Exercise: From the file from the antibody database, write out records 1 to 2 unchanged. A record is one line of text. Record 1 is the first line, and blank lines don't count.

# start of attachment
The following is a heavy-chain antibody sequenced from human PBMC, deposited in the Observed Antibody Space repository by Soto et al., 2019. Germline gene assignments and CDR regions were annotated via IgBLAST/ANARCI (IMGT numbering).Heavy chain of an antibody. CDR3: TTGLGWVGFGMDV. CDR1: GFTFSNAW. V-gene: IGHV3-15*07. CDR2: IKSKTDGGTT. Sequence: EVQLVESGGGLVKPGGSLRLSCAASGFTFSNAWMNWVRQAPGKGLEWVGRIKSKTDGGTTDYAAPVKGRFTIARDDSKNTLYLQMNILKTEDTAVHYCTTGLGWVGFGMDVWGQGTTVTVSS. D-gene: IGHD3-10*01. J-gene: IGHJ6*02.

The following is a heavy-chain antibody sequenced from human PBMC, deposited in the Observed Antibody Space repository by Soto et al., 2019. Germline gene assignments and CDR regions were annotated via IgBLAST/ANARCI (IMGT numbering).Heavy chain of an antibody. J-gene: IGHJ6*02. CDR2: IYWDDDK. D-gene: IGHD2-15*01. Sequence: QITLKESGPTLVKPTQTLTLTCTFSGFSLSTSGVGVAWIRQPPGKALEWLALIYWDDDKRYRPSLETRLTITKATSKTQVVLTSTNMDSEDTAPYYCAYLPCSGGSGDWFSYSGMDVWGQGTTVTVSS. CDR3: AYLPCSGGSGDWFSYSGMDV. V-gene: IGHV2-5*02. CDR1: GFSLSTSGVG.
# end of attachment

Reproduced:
The following is a heavy-chain antibody sequenced from human PBMC, deposited in the Observed Antibody Space repository by Soto et al., 2019. Germline gene assignments and CDR regions were annotated via IgBLAST/ANARCI (IMGT numbering).Heavy chain of an antibody. CDR3: TTGLGWVGFGMDV. CDR1: GFTFSNAW. V-gene: IGHV3-15*07. CDR2: IKSKTDGGTT. Sequence: EVQLVESGGGLVKPGGSLRLSCAASGFTFSNAWMNWVRQAPGKGLEWVGRIKSKTDGGTTDYAAPVKGRFTIARDDSKNTLYLQMNILKTEDTAVHYCTTGLGWVGFGMDVWGQGTTVTVSS. D-gene: IGHD3-10*01. J-gene: IGHJ6*02.

The following is a heavy-chain antibody sequenced from human PBMC, deposited in the Observed Antibody Space repository by Soto et al., 2019. Germline gene assignments and CDR regions were annotated via IgBLAST/ANARCI (IMGT numbering).Heavy chain of an antibody. J-gene: IGHJ6*02. CDR2: IYWDDDK. D-gene: IGHD2-15*01. Sequence: QITLKESGPTLVKPTQTLTLTCTFSGFSLSTSGVGVAWIRQPPGKALEWLALIYWDDDKRYRPSLETRLTITKATSKTQVVLTSTNMDSEDTAPYYCAYLPCSGGSGDWFSYSGMDVWGQGTTVTVSS. CDR3: AYLPCSGGSGDWFSYSGMDV. V-gene: IGHV2-5*02. CDR1: GFSLSTSGVG.